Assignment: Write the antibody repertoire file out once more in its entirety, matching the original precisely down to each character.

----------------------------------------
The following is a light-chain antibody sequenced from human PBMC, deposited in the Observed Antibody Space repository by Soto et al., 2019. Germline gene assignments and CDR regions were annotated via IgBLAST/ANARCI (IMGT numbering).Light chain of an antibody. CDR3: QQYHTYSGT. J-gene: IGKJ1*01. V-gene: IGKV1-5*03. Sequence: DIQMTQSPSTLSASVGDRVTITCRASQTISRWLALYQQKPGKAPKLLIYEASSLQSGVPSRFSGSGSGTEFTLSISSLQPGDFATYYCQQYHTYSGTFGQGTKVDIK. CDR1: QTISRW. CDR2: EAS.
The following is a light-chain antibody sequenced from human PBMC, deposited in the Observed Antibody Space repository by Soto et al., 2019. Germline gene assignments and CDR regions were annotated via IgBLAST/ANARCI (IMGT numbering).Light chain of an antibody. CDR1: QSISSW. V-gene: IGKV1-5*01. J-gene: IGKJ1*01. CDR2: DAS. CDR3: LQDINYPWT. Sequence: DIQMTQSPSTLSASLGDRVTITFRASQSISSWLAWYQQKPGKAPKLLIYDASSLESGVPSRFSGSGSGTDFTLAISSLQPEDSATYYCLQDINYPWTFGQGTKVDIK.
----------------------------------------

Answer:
The following is a light-chain antibody sequenced from human PBMC, deposited in the Observed Antibody Space repository by Soto et al., 2019. Germline gene assignments and CDR regions were annotated via IgBLAST/ANARCI (IMGT numbering).Light chain of an antibody. CDR3: QQYHTYSGT. J-gene: IGKJ1*01. V-gene: IGKV1-5*03. Sequence: DIQMTQSPSTLSASVGDRVTITCRASQTISRWLALYQQKPGKAPKLLIYEASSLQSGVPSRFSGSGSGTEFTLSISSLQPGDFATYYCQQYHTYSGTFGQGTKVDIK. CDR1: QTISRW. CDR2: EAS.
The following is a light-chain antibody sequenced from human PBMC, deposited in the Observed Antibody Space repository by Soto et al., 2019. Germline gene assignments and CDR regions were annotated via IgBLAST/ANARCI (IMGT numbering).Light chain of an antibody. CDR1: QSISSW. V-gene: IGKV1-5*01. J-gene: IGKJ1*01. CDR2: DAS. CDR3: LQDINYPWT. Sequence: DIQMTQSPSTLSASLGDRVTITFRASQSISSWLAWYQQKPGKAPKLLIYDASSLESGVPSRFSGSGSGTDFTLAISSLQPEDSATYYCLQDINYPWTFGQGTKVDIK.